As a finish out, this dress calls for armscye facings. Ugh. I loathe those! In my experience, they do nothing but flop around like dead fabric fish, driving me crazy. So, I subbed in bias tape of the same jade green fabric and hand-stitched it in place. Then, I took a two inch hem, and finished it with the leftover bias strips. Hidden pops of color are always a good idea.

All in all, this dress took about three hours of work. For an easy summer staple, that's exactly the amount of time I want to spend sewing. It's a fun, quick project, when you need a burst of creativity. Even better, this yoke is ideal for using up scraps. I eked this one out of a 1/4 yard of fabric! That makes the fabric possibilities for this dress pretty endless, doesn't it? For my next one, I'm considering a blue chambray yoke and red-and-white pinstripe body. 

Admittedly, when unbelted, this dress does look like a 1960's house dress. You know what, though? I really like it. My comfort zone is a bit wider than previously thought!  When the Texas summer finally arrives, roomier styles will be heaven sent.

There's one last thing to share tonight, kittens. The conversation on this blog has, gloriously often, evolved into book recommendations and literary chatter. Many of you are just as avid readers as I am, which has made writing Idle Fancy all the more fun. To that end, I thought you might be interested in an event that recently kicked off.

Avon, the romance arm* of Harper Collins, has revived its much beloved writing competition, Avon Fanlit. This is the same competition that launched the careers of Tessa Dare, Courtney Milan, Tiffany Clare, and many other writers I've recommended in the past. Over the next two months, writers will compete in a round robin style tournament, writing a short novella along the way. Editors will provide a short chapter prompt each week, building the story over time, and will provide feedback along the way. The grand prize will be a publishing contract with Avon itself!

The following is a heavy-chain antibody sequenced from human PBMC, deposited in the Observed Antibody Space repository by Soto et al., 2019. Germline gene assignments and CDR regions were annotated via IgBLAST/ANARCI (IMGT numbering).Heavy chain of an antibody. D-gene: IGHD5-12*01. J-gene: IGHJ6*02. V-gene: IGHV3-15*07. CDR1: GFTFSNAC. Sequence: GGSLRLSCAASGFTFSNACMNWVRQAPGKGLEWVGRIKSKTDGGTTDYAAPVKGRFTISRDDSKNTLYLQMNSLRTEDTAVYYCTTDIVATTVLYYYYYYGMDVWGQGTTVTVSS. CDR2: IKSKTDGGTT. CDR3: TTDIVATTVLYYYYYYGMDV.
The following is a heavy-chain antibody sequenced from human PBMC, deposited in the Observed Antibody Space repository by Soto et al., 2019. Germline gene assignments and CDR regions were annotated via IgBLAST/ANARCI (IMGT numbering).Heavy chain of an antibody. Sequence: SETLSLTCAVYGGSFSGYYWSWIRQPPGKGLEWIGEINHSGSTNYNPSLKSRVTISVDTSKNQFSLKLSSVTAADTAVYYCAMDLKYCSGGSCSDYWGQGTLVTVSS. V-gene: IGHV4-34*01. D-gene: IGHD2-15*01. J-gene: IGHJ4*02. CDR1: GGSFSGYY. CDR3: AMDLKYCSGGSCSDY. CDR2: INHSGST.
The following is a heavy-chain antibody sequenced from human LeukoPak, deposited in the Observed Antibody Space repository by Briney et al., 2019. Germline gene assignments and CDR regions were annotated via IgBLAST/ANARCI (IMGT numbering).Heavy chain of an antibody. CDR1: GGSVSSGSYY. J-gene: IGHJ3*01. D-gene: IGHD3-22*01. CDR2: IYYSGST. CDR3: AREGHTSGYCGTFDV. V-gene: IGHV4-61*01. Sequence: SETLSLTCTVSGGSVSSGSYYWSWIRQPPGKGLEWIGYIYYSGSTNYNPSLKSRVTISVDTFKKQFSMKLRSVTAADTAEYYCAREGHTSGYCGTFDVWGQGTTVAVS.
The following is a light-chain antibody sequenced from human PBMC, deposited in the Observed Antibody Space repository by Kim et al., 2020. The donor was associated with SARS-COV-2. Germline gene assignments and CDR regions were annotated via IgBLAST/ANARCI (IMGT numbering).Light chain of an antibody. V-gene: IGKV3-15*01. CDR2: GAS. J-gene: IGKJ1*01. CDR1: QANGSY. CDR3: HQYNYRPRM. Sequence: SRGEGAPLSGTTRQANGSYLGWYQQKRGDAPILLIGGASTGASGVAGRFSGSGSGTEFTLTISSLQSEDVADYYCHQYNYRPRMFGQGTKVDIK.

Entry is open to all unpublished (or self-published) authors and voting is open to absolutely any fan of romance. I've thrown my hat in the ring, just for fun, but there are a ton of great writers participating. If you're interested in where the genre is going, chances are some of the people in this contest will have hand in shaping its future. That certainly proved to be the case, last time! Rules are here, voting is open, and the first chapters are live! If you love romance, whether writing or reading, I urge you to check it out. It's going to be a very fun summer, indeed.

*Yes, romance. If you are backing away slowly and threatening to take away my feminism card, I gently guide you toward the brilliant Kelly Faircloth and her series of Jezebel articles on the romance community. Or to the Smart Bitches. Or to Maya Rodale.

Tuesday, May 5, 2015

Miss Juliet Forgets You Not: Simplicity 1873

Good evening, Jedi sewing warriors! Tonight, Sam and I are celebrating this most momentous of days (May the 4th) by drinking wine, making horrible Star Wars jokes, and watching Return of the Jedi. Naturally, I thought it would also be the perfect night to blog about this sweet little floral dress. Nothing says "Let's kill some storm troopers!" like quilting cotton covered in forget-me-nots and baby's breath.